When the New Orleans Pelicans drafted Zion Williamson first overall in the 2019 NBA Draft, he was expected to transform the franchise into a perennial contender.

Williamson has lived up to expectations on the court, averaging 25.8 points on 60.5% field goal shooting, seven rebounds, and 3.6 assists across 114 career contests. While he does manage to produce when he plays, the problem with the 23-year-old forward is that he isn’t always healthy enough to actually suit up for New Orleans.

As a matter of fact, those 114 appearances that he has made in his NBA career account for less than 35% of the games that he could have participated in over his first four seasons in the league. The two-time NBA All-Star has struggled with various injuries dating back to the preseason of his rookie year and his sophomore campaign was the only one where he managed to play more than 60 games.

As a result, the Pelicans have finished the regular season with a winning record (‘22-’23) only once since Williamson’s arrival and qualified for the playoffs (‘21-’22) just one time as well.

What makes this situation even more frustrating is that New Orleans’ other NBA All-Star has also not been able to stay healthy. 25-year-old forward Brandon Ingram has been with the team since 2019 as well, yet has only appeared in an average of 56 games in each season.

This left the Pelicans dependent on veterans C.J. McCollum and Jonas Valanciunas for long stretches of last season which is far from ideal for a team that had aspirations of a deep postseason run.

Given his injury history and recent negative developments surrounding his off-court affairs, Williamson’s name has inevitably popped up in trade rumors this offseason. He is just about to begin his five-year, $197 million contract, though it will not be difficult to find a team willing to take a gamble on his talent.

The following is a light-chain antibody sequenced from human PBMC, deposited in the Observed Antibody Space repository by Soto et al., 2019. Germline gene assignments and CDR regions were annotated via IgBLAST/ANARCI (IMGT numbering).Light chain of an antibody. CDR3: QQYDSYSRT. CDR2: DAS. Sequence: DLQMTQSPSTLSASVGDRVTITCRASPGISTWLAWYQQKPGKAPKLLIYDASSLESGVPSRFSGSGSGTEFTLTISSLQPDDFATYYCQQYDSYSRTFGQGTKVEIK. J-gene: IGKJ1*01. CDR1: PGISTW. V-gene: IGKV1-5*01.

What makes Williamson slightly more expendable for the Pelicans’ front office is the recent emergence of incoming third-year forward Trey Murphy III. Last season, he started 65 games for the team as a “fill-in” starter and turned heads as he emerged as one of the top shooting forwards in the league. The 6’9 Murphy put up 14.5 points per game on 48.4% field goal shooting, including 2.6 made threes on 40.6% three-point shooting.

Murphy is the type of player that thrives in almost any line-up and finding more minutes for him will be the silver lining for a trade involving either of their injury prone NBA All-Stars.

It would be better for New Orleans to exercise patience in this situation, albeit if there is pressure from their ownership group to make a move, then trading Williamson and keeping Ingram may be the safer route to take.

However, the best course of action would still be to keep both players as both are not even in the prime of their careers. Instead, it might be more prudent to trade away McCollum or Valanciunas who are both already 31 years old. Dealing even just one of these two players would dial back the Pelicans’ timeline and give them more room to tolerate the injuries suffered by Williamson and Ingram.

This might make the most sense for this team moving forward as superstars like Williamson and, to a lesser extent, Ingram are the type of players that tanking teams hope to eventually land in the NBA Draft. It would be a shame if New Orleans gave up on them just because of a few challenging years. The Pelicans need to see the glass half full in their current situation because doing otherwise puts them at risk of having a glass that has nothing in it at all.